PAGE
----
From outer space, the view of human life on earth – perhaps from the position of other sentient beings – might appear similar to the view through a microscope of XX and XY gametes transforming into a zygote in a petri dish, dividing and multiplying. The male and female of the species copulate to produce young, who in time copulate to produce more offspring and take up more space in the world. It’s a simple biological perspective, and one that eschews notions of family, community, society, race, politics, religion, nationhood, work, emotion and love; the constructs through which we individuate ourselves and create meaning and connection in our lives. The biological perspective on gender and sexuality, however, is still the dominant, global perspective – reinforced in its place by religion, legislation and entrenched social codes.
The past few years of mainstream cultural and political discourse in Australia have increasingly involved statements about gender disparity: from calling-out the misogyny directed by news media oligarchs and conservative politicians towards our first female Prime Minister (in her shortened term in office), to reporting on increasing pressure from the social and political movement seeking marriage equality for same sex partners. Writers, thinkers and activists across Australia are bringing the endemic presence of everyday sexisms and gender discrimination to account; on the street, in the workplace, in sporting culture, in education, in parenting roles and in the highly visual consumer landscape. But these very public examples are only the tip of the iceberg, with the past ten years of artistic, academic and museological practice interrogating gender, identity and sexuality in deeper ways – splintering out from the binary positions created by the second-wave of feminism in the 1970s. In this edition of Artlink, ‘‘Sexing the Agenda’’, Joanna Mendelssohn and I have tried to fathom some of these perspectives in Australian contemporary art, to consider narratives, ideas and practices around gender identity and sexuality that aren’t necessarily headline-making, but that seek to question our cultural foundations, challenge the construction of biological gender as the societal norm, and investigate the ongoing empowerment of the white, patriarchal system that controls our lives.
As the co-curator of a recent festival investigating Australian culture through the lens of sex and gender – SEXES (2012, Performance Space) – I am more than aware of the impossibility for platforms such as this to be totally inclusive. They are, by their very nature, discriminatory, as is the editing and curating process. Fortunately, we are not alone in our investigation of this topic, as simultaneously other art journals and arts organisations as well as queer publishers are presenting their own, differently-voiced perspectives.
For my own thinking, Australia’s problems with gender discrimination arrived with the First Fleet, with convict settlement bringing fifteen men to every one woman. And from thereon these issues became entrenched through the patriarchal institutionalisation of most of the inhabitants of the land, both Aboriginal and non-Aboriginal in prisons and homes of Church and State. The rawness of emotion around the Stolen Generation in particular, as well as forced adoptions and the incarceration of ‘‘wayward’’ women is because these things happened in living memory, and survivors are still fighting for recognition and compensation for their treatment. Our issue throws a spotlight on some of these uncomfortable histories, with writing about the intersectional practices of Indigenous female artists by Odette Marie Kelada and Madeleine Clark, and an interview by Lily Hibberd and Bonnie Djuric with women artists and previous inmates of the Parramatta Girls Home. The performance of gendered identity is surveyed by Laura Castagnini, while trans artist, academic and activist Regrette Etcetera questions who is this performance for, and why? Concepts of partnerships and the constitution of the Australian family unit are investigated in the art/life marriage of Ms & Mr and through consideration of Deborah Kelly’s ambitious photo-portraiture project The Miracles (2012). And of course, there is Feminism and its legacies, which is among the reasons we have a platform for this edition in the first place. Flanking our editorials is artwork especially commissioned for this edition of Artlink by Elvis Richardson, AKA CoUNTess, who presents a collage of male and female artist names, cut from the pages of a 1998 edition of Art & Text and a 2010 edition of Art and Australia.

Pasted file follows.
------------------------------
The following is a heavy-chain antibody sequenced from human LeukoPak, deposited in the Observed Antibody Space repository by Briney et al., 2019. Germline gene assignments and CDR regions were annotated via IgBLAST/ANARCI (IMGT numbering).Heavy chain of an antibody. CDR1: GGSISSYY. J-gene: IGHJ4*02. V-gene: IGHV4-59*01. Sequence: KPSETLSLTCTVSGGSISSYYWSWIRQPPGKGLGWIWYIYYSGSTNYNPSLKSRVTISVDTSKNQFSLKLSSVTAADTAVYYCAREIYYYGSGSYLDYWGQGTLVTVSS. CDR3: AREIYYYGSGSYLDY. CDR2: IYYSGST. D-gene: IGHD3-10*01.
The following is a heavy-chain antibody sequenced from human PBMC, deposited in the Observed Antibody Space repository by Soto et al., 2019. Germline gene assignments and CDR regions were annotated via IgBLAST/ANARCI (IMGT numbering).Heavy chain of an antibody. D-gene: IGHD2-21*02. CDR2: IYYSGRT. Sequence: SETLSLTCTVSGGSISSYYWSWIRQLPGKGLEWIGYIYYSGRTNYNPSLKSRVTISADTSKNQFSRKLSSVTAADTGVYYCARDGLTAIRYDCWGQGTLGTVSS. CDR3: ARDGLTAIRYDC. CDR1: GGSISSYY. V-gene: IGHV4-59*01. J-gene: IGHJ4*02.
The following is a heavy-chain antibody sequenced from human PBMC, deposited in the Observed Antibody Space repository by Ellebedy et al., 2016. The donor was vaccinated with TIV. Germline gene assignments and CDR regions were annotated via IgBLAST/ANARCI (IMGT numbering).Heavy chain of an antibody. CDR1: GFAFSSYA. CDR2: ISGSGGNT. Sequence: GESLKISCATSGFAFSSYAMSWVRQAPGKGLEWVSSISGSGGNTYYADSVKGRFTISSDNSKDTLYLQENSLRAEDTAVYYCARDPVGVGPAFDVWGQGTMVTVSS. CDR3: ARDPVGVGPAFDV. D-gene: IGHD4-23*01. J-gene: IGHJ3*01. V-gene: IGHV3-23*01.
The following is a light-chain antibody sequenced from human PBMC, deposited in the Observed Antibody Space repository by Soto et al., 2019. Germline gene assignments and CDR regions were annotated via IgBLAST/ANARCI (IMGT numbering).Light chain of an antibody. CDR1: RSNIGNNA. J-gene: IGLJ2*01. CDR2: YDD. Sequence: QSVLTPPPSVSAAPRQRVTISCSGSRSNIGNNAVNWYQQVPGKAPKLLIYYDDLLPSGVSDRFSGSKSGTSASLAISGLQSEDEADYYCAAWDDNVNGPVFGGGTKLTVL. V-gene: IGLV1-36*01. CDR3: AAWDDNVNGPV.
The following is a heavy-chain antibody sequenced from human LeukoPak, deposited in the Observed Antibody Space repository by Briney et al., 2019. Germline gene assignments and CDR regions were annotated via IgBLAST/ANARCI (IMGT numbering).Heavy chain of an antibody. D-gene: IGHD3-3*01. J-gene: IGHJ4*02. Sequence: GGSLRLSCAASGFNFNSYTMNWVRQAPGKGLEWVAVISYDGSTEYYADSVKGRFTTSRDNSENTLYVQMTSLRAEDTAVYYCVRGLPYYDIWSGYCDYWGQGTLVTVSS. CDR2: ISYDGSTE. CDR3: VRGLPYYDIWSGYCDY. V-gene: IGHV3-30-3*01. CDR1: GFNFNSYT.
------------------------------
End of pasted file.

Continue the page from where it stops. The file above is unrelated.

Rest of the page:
The title of this edition of Artlink is, of course, borrowed in part from Jeannette Winterson’s novel, Sexing the Cherry (1989), a space-time, epic search of the self. In this quote from a radio interview in 2012, Winterson expresses the inverse of a biological perspective on sex and gender – hopeful and filled with the possibility of change.
I’m not sure we need to be naming difference. I think we need to learn how to love and accept each other ... it seems to me that what we need to be able to do is to concentrate on how to develop our humanity.
Bec Dean is a curator and writer and Co-Director at Performance Space in Sydney.